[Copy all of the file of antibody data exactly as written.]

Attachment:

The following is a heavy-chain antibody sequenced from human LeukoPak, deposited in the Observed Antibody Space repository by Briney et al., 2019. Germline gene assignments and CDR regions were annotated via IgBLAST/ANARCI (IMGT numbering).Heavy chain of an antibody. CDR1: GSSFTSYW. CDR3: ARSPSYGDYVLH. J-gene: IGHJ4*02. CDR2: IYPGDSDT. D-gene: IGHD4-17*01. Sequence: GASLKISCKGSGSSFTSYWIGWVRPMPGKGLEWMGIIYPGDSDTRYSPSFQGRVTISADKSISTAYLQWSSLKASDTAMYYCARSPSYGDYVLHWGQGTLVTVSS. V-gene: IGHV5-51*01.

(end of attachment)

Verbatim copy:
The following is a heavy-chain antibody sequenced from human LeukoPak, deposited in the Observed Antibody Space repository by Briney et al., 2019. Germline gene assignments and CDR regions were annotated via IgBLAST/ANARCI (IMGT numbering).Heavy chain of an antibody. CDR1: GSSFTSYW. CDR3: ARSPSYGDYVLH. J-gene: IGHJ4*02. CDR2: IYPGDSDT. D-gene: IGHD4-17*01. Sequence: GASLKISCKGSGSSFTSYWIGWVRPMPGKGLEWMGIIYPGDSDTRYSPSFQGRVTISADKSISTAYLQWSSLKASDTAMYYCARSPSYGDYVLHWGQGTLVTVSS. V-gene: IGHV5-51*01.